People are beginning to care about where their food comes from. At the same time, as more and more of us cram into cities, we actually know less and less about it.

But there’s even more to it than that. These tiny heroes have a critical role to play as pollinators.  Without them many of our current food plants are unlikely to survive. So Buzzstop’s mission is very much about encouraging knowledge and respect for bees.

Being a parent of young children himself, Nick also wanted a place where everyone could feel at home. So he created a garden for adults and children to enjoy.

Buzzstop garden and trampoline
This was once 2 sheep pens full of 8 foot high weeds and took 6 months to clear and plant out. Hard to imagine now, but easy for everyone to enjoy. Most of the plants are bee-friendly — think manuka, thyme and lavender to name a few — and are part of Buzzstop’s learning experience.

What’s In The Buzzstop Experience?

Nick and his team have such a variety of bee experiences at Buzzstop. Surely there’s something for everyone here.

Beekeeper suits and observation hives.
  • Eat And Enjoy

Buzzstop is not exactly a cafe: they don’t have a kitchen and bring in most of their food from local eateries. But they do have a few specialities which the staff make onsite. Light and tasty Belgian waffles are one, and delicious homegrown salads are another.

  • Drink ROAR Coffee

“We’ve got good baristas and people will go the extra distance to get good coffee,” says Nick. “We wanted something that wasn’t here already so we were ROAR’s first outlet in Queenstown.”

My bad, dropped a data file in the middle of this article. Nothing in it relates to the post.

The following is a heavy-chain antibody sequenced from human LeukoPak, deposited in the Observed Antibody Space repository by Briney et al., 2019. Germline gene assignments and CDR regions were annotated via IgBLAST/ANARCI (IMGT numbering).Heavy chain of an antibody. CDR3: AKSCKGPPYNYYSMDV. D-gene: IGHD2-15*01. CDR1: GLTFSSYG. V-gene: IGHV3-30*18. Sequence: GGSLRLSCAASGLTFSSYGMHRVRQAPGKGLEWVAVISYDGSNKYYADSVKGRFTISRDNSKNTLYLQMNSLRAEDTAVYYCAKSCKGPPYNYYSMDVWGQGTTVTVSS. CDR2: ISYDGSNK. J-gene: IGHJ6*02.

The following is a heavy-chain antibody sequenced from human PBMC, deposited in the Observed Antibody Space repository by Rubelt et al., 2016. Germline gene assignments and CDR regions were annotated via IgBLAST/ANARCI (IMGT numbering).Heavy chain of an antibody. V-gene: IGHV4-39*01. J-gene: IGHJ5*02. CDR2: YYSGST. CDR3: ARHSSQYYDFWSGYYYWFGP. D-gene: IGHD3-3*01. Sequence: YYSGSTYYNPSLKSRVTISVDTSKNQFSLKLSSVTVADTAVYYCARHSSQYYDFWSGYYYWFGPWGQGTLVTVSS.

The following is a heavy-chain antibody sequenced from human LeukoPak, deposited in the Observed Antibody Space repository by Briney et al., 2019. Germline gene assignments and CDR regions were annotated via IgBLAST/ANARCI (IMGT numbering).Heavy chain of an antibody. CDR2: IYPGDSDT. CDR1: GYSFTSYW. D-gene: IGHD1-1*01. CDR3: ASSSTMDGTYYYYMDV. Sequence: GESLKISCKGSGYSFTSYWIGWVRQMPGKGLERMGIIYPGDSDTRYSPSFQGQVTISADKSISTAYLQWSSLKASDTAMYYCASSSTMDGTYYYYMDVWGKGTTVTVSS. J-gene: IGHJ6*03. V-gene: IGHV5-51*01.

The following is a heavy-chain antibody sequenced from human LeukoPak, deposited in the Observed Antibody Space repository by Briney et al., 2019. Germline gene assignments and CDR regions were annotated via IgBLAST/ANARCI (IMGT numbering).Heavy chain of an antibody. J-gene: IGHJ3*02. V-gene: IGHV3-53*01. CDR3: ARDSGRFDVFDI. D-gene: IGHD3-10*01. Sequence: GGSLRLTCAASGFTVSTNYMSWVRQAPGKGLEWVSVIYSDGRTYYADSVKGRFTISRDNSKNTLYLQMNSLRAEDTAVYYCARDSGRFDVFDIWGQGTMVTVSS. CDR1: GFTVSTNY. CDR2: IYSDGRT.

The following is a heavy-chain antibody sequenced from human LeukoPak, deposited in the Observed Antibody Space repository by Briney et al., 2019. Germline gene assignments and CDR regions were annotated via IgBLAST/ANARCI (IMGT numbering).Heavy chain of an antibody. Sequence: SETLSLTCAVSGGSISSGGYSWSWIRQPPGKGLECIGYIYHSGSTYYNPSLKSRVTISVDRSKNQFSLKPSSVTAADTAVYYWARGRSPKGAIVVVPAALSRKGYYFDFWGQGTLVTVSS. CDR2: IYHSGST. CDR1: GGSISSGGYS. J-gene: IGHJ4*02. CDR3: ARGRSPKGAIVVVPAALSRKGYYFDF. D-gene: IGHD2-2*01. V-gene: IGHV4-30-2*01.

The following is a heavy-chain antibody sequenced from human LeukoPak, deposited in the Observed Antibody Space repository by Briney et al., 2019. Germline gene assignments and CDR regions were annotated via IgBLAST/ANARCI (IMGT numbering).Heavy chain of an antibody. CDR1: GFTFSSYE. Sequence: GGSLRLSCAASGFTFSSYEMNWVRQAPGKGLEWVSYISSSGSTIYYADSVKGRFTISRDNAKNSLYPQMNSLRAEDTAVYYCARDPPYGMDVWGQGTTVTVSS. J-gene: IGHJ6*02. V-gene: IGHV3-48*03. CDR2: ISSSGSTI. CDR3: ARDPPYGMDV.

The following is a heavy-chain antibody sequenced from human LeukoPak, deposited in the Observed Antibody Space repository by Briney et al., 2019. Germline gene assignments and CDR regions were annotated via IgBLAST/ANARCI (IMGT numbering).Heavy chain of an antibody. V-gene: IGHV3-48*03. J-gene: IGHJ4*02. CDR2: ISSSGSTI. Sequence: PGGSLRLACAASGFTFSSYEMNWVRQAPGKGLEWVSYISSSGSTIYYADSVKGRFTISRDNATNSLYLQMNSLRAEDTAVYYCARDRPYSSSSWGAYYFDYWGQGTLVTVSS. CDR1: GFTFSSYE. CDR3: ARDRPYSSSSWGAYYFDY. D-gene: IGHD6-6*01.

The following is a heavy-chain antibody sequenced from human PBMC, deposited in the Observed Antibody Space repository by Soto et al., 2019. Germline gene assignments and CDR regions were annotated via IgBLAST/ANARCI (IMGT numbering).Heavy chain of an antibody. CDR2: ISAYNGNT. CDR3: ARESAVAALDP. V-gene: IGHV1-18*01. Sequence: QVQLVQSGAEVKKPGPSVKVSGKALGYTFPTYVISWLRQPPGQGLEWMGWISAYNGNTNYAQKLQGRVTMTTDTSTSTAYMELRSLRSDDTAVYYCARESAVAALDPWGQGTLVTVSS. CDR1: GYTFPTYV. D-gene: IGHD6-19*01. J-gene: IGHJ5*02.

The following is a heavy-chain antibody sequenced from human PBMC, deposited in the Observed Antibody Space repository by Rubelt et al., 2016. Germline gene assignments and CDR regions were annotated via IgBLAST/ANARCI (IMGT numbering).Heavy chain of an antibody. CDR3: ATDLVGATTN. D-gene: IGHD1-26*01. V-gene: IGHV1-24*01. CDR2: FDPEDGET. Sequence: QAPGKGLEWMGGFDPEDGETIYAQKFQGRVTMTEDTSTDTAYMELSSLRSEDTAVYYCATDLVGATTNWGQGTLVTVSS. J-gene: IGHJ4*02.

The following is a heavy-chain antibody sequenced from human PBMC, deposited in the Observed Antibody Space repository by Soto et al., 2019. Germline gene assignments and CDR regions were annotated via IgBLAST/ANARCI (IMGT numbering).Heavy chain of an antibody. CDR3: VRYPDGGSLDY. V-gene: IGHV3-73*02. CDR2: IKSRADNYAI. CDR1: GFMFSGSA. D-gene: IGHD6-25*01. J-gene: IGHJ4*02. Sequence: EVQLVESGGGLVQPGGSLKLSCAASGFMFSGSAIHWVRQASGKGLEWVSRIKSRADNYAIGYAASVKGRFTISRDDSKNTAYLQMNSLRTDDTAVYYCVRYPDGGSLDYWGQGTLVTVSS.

Honey spinning and maker spaces

Thanks To The Grant Family

Nick is beyond grateful to the Grant family who have allowed him to run with his Buzzstop vision.

“They’ve been very supportive… they’re happy and I’m stoked. They’ve been great.”

Buzzstop works beautifully with its next door neighbour, The Barn.

This charming little shop has been on Hansen Road for nine years. Inside there’s an eclectic mix of vintage and new furnishings. Wander in a little further too. You’ll find rooms of clothes, gorgeous knickknacks and more. It reminded me of Aladdin’s cave, alas without the gold.

Nick Cameron in his honey crafts space.
Nick in the Buzzstop Maker space.

Just Getting Started

2018-19 is just Season One for Buzzstop. They’re still growing and getting their name out there. But Nick has big plans.

“So far, we’ve only had bee tours onsite. That’s all I’ve had time for. But over winter we’ll try to get ourselves some wheels. I’ve got some really nice apiaries set up in beautiful scenic spots and that’s where we’d like to take people next.”

Driving out to see the apiaries around rural Queenstown would be awesome, but Nick’s also got some high-end plans.

“We’re also hoping to partner with local helicopter companies,” he says,  “to fly people to our hives in more remote locations such as Mt Nicholas Station, or Halfway Bay.”

Buzzstop Is Keeping It Local And Real

Nick may have big plans for visitors but he’s focused on serving local tastes too.

“For a long time Queenstowners had no way to access local honey but now they can find it here,” he says. You can too — the shelves are full of honey jars from small, family-run honey businesses all over Otago.

He has other local initiatives too.

There are plans afoot to open a Community Apiary in Spring, 2019. How good would that be? You could keep your hive there and get help whenever you need it.

Nick and his team are doing a great job of bringing bees with a difference to Queenstown.

Next time you’re there, buzz in and check them out.

Local honey sold at Buzzstop
One of many shelves full of local honey products at the Buzzstop Honey Centre

Address and Contact details

Address: Hansen Road, Queenstown, New Zealand

Website: https://www.buzzstop.co.nz

Email: tours@buzzstop.co.nz

Phone: 021 942 808